Hammer blow: a noble adieu to West Ham’s Boleyn

This has nothing and everything to do with being a Sunderland supporter. My old colleague Charlie Whebell is a West Ham fan, though he’d never pronounce the H, as you’ll see below. Tonight he’ll be at what we call Upton Park and ‘ammers call the Boleyn – but only in spirit – as his team bids farewell to the old place with one last game, against Man Utd. He’s actually thousands of miles away in Abu Dhabi, where every Premier League game is screened, so will miss nothing except the incomparable feeling of being in the ground itself. He wishes he could be in the East End and probably considered using up his annual free flight home to make it happen.

These thoughts, posted by Charlie on Facebook, will resonate with anyone who remembers leaving Roker Park, anyone whose memories go back to an era before purpose-built stadiums, good as our version undoubtedly is, and also anyone who just values the idea of being utterly passionate about your club and whatever corner of the world it was where you were born or grew up or have an unbreakable bond with …

I know there will be many
who think I’m pathetic but tonight will be an extremely emotional time for me.

My team will be playing at the Boleyn Ground for the very last time. How I wish I was there. But I will be watching on TV.

Remembering the times when my nan lived in a prefab just yards from the Chicken Run. Where me and the other local children used to collect the balls that were kicked over the tin roof into the road and rush to give them back at the turnstiles. And 20 minutes from the final whistle when the gates were opened to let people out we used to creep in.

Go on then, the Boleyn. Charlie Whbbeel is absent tonight only in body for tonight's last game there
Go on then, the Boleyn

I’ll remember when my dad thought I was old enough to see 90 minutes and made a little box for me to stand on so I could see over the Chicken Run wall. I had a wooden rattle which I lovingly painted claret and blue and painted the names of my heroes on it. Every fortnight it was my church. My love. Me and my dad together holding hands as we walked home discussing how on earth we lost yet another match.

I’ll remember when my dad was 90 and I took him to his last match. VIP treatment all the way. Private box, lunch, beer, and photographs taken with some of the players. “Blimey, that was alright wasn’t it,” he said as we went to my car parked in the private car park.

I’ll remember taking my son Daniel. Watching his face as we lost yet another game. But like my grandad – who went to Wembley in 1923 for the FA Cup final (another defeat) in his wheelchair, he lost his legs in WW1 – that passion that love has never wavered.

I’ll remember the smell of hamburgers the look of joy on my dad’s face when we did actually win a match. The hugs he gave me.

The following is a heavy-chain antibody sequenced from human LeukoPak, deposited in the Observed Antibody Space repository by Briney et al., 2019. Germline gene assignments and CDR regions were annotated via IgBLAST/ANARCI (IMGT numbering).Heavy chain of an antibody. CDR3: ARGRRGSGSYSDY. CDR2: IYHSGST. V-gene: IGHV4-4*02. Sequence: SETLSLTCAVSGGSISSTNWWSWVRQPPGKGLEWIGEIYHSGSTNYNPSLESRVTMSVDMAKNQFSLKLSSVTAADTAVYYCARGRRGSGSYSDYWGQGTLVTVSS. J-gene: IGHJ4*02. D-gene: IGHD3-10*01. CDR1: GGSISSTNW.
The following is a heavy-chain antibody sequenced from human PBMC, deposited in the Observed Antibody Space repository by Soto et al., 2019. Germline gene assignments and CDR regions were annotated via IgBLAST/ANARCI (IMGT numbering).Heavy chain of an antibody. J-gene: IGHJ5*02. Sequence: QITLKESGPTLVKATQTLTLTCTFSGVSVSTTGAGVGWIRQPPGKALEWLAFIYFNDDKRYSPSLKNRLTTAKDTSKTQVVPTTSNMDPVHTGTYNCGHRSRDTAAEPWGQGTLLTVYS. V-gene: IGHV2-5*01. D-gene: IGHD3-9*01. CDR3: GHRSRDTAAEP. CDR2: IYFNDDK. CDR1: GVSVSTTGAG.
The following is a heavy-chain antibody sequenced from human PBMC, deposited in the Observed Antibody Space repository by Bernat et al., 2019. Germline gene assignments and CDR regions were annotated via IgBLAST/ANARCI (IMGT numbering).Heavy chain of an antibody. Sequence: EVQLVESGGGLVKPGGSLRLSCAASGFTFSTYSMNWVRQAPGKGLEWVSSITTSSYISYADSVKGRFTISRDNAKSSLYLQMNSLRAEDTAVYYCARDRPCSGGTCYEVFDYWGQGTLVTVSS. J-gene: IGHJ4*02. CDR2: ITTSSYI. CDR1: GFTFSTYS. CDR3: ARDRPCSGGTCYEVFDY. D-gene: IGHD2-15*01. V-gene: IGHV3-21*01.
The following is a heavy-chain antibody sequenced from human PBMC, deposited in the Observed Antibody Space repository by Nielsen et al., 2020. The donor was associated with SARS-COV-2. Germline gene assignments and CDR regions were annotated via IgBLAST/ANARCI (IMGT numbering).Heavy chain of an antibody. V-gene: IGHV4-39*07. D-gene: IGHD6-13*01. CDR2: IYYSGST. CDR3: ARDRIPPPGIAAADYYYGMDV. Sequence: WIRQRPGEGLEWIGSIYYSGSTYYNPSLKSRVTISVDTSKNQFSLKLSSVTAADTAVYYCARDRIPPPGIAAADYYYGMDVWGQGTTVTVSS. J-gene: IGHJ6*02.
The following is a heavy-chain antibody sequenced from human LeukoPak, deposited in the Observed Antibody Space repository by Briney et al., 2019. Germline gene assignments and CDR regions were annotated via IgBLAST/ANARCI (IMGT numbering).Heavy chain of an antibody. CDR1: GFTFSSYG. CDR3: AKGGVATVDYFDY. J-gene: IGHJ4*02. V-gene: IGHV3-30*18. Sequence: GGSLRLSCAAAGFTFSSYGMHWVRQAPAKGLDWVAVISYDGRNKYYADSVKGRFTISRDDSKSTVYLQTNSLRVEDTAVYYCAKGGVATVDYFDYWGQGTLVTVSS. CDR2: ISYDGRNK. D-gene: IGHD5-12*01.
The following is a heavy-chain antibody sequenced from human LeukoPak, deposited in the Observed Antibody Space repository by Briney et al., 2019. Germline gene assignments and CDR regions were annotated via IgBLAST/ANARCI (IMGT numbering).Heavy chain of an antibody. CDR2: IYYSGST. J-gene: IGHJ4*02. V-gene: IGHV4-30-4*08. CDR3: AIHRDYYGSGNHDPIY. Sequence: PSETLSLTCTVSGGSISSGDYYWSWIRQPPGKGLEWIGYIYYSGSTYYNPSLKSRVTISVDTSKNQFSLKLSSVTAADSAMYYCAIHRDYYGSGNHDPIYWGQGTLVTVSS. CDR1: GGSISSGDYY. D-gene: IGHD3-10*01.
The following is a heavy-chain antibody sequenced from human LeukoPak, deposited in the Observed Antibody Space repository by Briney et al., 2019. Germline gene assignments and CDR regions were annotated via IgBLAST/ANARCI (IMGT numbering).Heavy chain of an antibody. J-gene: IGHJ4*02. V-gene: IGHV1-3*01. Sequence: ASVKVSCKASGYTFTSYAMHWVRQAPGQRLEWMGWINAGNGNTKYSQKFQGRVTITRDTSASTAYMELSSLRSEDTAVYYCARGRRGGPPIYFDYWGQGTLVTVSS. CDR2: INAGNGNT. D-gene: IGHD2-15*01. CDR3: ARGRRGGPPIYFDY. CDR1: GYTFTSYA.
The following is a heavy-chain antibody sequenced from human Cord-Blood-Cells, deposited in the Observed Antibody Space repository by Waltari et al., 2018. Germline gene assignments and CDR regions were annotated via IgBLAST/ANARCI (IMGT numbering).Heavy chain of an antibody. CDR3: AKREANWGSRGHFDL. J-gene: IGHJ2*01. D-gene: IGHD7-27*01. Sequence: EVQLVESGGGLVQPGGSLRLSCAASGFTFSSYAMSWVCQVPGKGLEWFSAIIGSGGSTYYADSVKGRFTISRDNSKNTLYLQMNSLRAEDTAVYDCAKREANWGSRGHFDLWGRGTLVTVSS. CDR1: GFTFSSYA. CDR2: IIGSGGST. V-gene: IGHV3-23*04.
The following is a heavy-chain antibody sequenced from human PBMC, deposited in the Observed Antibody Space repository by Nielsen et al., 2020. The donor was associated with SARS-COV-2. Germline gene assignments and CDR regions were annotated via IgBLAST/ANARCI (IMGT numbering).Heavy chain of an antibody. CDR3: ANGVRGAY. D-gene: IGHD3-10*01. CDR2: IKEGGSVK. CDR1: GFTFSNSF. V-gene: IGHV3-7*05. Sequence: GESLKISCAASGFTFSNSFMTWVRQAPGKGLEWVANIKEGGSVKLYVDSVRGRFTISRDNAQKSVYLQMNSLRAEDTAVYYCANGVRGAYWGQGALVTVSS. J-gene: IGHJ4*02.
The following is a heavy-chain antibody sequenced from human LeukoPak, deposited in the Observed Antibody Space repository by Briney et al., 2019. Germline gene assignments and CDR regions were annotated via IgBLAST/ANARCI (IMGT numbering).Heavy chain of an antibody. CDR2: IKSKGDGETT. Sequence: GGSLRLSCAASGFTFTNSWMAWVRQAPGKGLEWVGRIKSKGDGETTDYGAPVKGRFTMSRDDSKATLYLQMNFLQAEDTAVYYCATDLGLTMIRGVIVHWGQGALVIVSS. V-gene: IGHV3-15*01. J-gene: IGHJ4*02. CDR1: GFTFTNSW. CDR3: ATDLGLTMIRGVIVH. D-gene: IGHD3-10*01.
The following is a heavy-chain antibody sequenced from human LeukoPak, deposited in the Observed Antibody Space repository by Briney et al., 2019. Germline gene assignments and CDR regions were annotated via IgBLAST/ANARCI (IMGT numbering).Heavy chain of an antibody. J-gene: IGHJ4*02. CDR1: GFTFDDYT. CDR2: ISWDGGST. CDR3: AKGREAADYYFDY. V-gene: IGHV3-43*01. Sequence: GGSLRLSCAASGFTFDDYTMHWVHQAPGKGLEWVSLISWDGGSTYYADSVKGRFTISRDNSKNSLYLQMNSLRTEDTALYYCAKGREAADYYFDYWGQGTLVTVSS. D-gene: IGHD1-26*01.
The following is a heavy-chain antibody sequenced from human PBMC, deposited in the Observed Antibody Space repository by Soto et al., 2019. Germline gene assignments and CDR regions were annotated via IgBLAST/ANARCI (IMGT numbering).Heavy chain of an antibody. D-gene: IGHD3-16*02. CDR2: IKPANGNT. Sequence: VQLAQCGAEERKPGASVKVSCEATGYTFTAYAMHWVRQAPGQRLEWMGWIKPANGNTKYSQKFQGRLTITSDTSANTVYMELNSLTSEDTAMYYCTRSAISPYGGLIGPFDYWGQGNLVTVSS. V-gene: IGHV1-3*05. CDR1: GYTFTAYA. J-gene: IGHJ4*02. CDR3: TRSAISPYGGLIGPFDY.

I’ll remember hugging Daniel when we scored a goal.

I’ll remember the tears I shed when I laid flowers outside the ground when Bobby Moore died.

You might call it pathetic but I’m sure my Daniel, and my other “pathetic” West Ham friends, Andreas Auer, Marie Parkes, Gillian Humphrey, Neil Dick, Steve Bull, and thousands of other West ‘am fans – never trust anyone who pronounces the h on Ham – will be just like me tonight.

It’s a family, a congregation. The last time I went to the Boleyn was with my son for a victory last Christmas. When I asked my son if he was going to try to get a ticket for tonight he replied: “My first game there was with you and I want my last game to be there to be with you too.”

Pathetic? Yes I’ll be emotional tonight watching the game in an Abu Dhabi pub but …

I’ll be happy with my memories.

Charlie: rarely short of female company
Charlie: rarely short of female company

7 thoughts on “Hammer blow: a noble adieu to West Ham’s Boleyn”

  1. What a shame that memories of the last match there will be tarnished by the attack on the Manchester United bus. At least they won.

  2. A proper football fan’s article.

    My favourite trip to see Sunderland away at West ‘am was the 1992 FA cup replay. The Hammers came back from two down but we won in the end.

  3. Such a great read, Charlie, I can almost forgive you for 19 October 1968. You’re not the only one who has been reduced to tears at the Boleyn…..

  4. Superb Charlie. So good that you choose to recall more defeats than wins – the way it really is. Also that you focus on what football is, even today – an enjoyment of a sporting event with true friends and family.

  5. I know the feeling. I have to say, that superb as much of modern football is, none of it, to me, matches the past.

    My great memories are of the era when players travelled to the game on public transport, fans were not separated and you stood on the terraces where ever you liked.

    Every team had one or two great players, but they were all paid the same. There were no orchestrated goal celebrations, and players would have been laughed off the park for diving.

    The most striking thing was the attitude of the players. They did not imagine they were ” superstars ” – they were ordinary men, who felt privileged to be paid for doing what they enjoyed. I remember, outside Craven Cottage, as a kid of about 14, chatting for 10 minutes with the great Peter Doherty, who was one of the all time great players of that era. He was a lovely, unpretentious, ordinary man – in today’s game he would have been worth millions and lauded as a genius.

    That was then, and time has moved on. But I preferred then.

  6. Via Facebook …

    Wonderful. Thanks Colin. Yes it will, I’m sure, bring back memories of Roker Park for Sunderland fans. I’ll always remember the respect Sunderland fans gave when, just 3 days after the death of Bobby Moore, West Ham played at Roker Park. It was inevitable the game would end 0-0

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